There must be something in the Mississippi water that breeds a gene for world-class speed. The Shadow League was one of the first to bring you an in-depth look at the current “Sultan of Swipe,” Cincinnati Reds minor-leaguer Billy Hamilton, and his record-smashing 155 stolen bases last season. We also broke down how baseball needs this exciting speed-generated goonism on the base paths.

Hamilton’s moment alone in the sun didn’t last long. He already has an archrival in fellow Mississippi native and Port Gibson High school star Silento Sayles. If Hamilton is going to reinvigorate the steal, and boost a game that is fighting to move out of the stolen-base killing Steroid Era, he’s going to have some company.

The Cleveland Indians nabbed Sayles – who compares his game to Andrew McCutchen’s – in the 14th round of the First-Year Player Draft, with the 411th overall pick. Sayles, a 5´9, 185-pound outfielder/shortstop honed his speed chasing horses in the country and burst onto MLB radars by swiping a national high school-record 103 bases this season.

Sayles is a stopwatch-stumper, who books from home to first in a blinding 3.8 seconds. He even stole home six times. That’s game-wrecker, Rickey Henderson stuff. 

“Sayles is pretty exciting, just with that upside with that speed, with the run tool, the stolen bases,” said Brad Grant, the Indians’ director of amateur scouting, speaking to MLB.com. “It’s pretty impressive what he’s been able to do...but has a feel, too, with the bat. Probably an 8 (speed) on our 2-to-8 scale.”

Port Gibson baseball coach Dan Smith has coached Sayles since he was a seventh-grader playing on the varsity baseball team. He says Sayles always had a supreme natural athleticism and god-given talent that other players lacked.  

“His speed and eye-hand coordination is the main thing,” Smith said. “I saw it right away in how he moved. I never doubted he could make it professionally.”

Despite his abundance of talents, Sayles comes off as a humble, soft spoken 18-year-old. “I never dreamed I’d be in a position like this,” he told The Shadow League after being drafted. “It’s a dream come true.”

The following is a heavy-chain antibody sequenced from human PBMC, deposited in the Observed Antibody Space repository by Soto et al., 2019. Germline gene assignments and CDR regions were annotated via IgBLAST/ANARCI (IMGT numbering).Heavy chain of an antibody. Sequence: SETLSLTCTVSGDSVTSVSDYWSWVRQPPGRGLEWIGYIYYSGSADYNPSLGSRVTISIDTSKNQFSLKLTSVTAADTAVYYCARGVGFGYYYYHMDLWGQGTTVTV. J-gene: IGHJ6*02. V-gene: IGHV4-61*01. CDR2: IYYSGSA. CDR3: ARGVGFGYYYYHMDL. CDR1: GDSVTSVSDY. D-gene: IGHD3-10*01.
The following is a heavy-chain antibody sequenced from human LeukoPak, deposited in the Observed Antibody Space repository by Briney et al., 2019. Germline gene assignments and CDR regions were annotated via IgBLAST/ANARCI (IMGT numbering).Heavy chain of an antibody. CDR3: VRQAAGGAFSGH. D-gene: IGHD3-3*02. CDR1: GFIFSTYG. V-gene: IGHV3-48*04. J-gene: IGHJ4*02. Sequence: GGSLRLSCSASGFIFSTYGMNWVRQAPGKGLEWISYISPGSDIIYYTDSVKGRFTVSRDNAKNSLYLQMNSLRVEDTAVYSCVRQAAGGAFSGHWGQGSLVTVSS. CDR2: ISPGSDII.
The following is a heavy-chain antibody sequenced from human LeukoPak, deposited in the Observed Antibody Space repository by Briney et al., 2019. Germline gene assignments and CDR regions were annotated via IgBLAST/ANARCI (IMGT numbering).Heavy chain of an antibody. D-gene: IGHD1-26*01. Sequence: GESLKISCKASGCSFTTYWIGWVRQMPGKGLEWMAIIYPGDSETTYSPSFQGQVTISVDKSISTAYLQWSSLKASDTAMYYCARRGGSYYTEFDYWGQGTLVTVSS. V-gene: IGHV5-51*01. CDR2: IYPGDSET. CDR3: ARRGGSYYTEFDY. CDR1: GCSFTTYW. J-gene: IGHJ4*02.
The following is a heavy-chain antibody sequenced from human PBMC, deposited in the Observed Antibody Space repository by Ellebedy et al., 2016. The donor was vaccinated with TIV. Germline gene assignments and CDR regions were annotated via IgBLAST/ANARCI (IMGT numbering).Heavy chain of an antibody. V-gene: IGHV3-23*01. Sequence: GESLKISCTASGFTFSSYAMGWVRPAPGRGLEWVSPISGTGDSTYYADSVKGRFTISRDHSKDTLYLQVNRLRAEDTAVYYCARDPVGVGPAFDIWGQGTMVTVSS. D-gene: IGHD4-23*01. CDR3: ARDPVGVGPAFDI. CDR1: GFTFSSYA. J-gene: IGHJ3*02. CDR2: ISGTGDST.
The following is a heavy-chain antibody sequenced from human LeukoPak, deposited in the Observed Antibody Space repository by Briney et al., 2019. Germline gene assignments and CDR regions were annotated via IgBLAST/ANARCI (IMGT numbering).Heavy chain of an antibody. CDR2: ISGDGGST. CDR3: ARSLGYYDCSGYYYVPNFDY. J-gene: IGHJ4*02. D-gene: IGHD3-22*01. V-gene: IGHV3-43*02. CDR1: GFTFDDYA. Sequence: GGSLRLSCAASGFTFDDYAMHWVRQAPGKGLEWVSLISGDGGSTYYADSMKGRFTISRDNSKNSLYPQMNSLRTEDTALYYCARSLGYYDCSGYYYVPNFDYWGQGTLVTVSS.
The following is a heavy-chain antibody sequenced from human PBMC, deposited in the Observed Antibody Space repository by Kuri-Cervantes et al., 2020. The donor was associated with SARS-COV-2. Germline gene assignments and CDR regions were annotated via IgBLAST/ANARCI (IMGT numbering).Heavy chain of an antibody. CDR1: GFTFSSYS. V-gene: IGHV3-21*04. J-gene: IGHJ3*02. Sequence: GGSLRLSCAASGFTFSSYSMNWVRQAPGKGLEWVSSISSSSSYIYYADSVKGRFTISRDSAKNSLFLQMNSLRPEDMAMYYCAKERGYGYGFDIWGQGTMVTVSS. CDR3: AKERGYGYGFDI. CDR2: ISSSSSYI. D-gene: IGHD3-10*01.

When the subject of stolen bases emerges, however, Sayles transforms into the Tasmanian Devil. It’s all about survival tactics in cleats.  

Pro scouts are banking on Sayles’ potential to translate into some serious damage at the major league level. Scoring and homeruns are down in baseball, forcing managers to become more creative in how they manufacture runs. As performance enhancers are further erased from the game, the stolen base will rise again as a frequently used game-changing weapon. Meaning, cats like Hamilton and Sayles are going to be hot commodities in the near future. They just have to be able to cut it with the stick at the next level. 

“You know how some kids have to work a little harder than the other ones, and some kids just got it,” he said. “Well, that’s the deal with (Silento).” 

Proof of Smith’s high praise is the fact that Sayles remarkably just started switch-hitting a couple of weeks ago and during MLB workouts, he jacked two lefty bombs.  

It’s that type of quick learning curve, and the invaluable weapon Sayles could become, that intrigues the MLB teams he worked out for (Cardinals, Blue Jays, Royals, Rangers and Brewers) in the two weeks leading up to the 2013 MLB Draft this past weekend. Sayles is built like Jimmy Rollins and runs like Usain Bolt, and being a three-sport star, never focused exclusively on baseball.

Now he will, and Sayles says he’s intent on “passing” 155 swipes and becoming baseball’s official “Man of Steal.” Best believe Hamilton will have something to say about that. Let’s hope we get to see them in the same cipher one day soon.